Here is a fascinating article about what was going on at Merck a few years ago.
Here’s a clip to wet your whistle:
“The widely publicized study in March 2000 found that patients taking Vioxx were five times more likely to have heart attacks than individuals using the generic medicine naproxen. Merck insisted at the time that this was a result of naproxen’s cardioprotective properties and not any defect in Vioxx.
But behind the scenes, company scientists were considering combining Vioxx with another agent to reduce the risk of heart attacks and strokes, according to a document that was mistakenly provided by Merck to plaintiffs lawyers as part of the evidence-gathering process in one of the hundreds of Vioxx lawsuits around the country. …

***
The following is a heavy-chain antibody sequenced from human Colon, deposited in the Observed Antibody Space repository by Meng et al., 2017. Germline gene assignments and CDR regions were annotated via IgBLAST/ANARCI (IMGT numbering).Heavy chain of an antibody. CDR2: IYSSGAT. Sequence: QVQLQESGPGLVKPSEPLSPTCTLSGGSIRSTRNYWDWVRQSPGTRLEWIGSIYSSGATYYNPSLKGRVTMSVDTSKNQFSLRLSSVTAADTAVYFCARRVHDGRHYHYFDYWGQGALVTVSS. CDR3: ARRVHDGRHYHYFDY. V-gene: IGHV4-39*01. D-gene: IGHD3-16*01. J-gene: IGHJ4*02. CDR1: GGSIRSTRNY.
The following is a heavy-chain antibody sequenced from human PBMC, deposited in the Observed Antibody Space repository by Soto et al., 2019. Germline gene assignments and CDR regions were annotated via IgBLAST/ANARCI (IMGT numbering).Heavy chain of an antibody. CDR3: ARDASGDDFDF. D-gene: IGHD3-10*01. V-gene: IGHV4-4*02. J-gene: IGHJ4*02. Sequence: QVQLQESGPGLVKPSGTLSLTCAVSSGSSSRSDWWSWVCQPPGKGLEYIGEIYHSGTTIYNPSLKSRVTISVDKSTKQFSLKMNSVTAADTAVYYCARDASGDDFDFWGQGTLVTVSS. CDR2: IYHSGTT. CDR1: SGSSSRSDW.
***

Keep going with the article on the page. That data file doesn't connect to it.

According to the document, Edward Scolnick, the former head of Merck’s research labs, was the first to suggest combining Vioxx with an agent that would block blood platelets from clotting. Such clots can lead to heart attacks and strokes. There are three dates on the document; the first is March 30, 2000. “
This document was leaked to the press despite a court order that it and all copies of it were supposed to be returned to Merck because it was privileged. I hope it was a Merck employee and not a representative of the plaintiffs who leaked it.